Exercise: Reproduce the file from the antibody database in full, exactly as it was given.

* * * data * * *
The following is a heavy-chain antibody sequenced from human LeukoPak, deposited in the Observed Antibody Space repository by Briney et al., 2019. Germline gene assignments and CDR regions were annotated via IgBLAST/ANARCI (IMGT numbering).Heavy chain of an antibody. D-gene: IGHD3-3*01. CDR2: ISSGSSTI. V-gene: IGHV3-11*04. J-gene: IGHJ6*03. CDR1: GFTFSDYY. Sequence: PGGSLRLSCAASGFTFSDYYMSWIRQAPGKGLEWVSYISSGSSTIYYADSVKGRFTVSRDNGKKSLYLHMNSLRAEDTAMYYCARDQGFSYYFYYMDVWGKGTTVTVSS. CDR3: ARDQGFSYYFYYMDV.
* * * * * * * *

The following is a heavy-chain antibody sequenced from human LeukoPak, deposited in the Observed Antibody Space repository by Briney et al., 2019. Germline gene assignments and CDR regions were annotated via IgBLAST/ANARCI (IMGT numbering).Heavy chain of an antibody. D-gene: IGHD3-3*01. CDR2: ISSGSSTI. V-gene: IGHV3-11*04. J-gene: IGHJ6*03. CDR1: GFTFSDYY. Sequence: PGGSLRLSCAASGFTFSDYYMSWIRQAPGKGLEWVSYISSGSSTIYYADSVKGRFTVSRDNGKKSLYLHMNSLRAEDTAMYYCARDQGFSYYFYYMDVWGKGTTVTVSS. CDR3: ARDQGFSYYFYYMDV.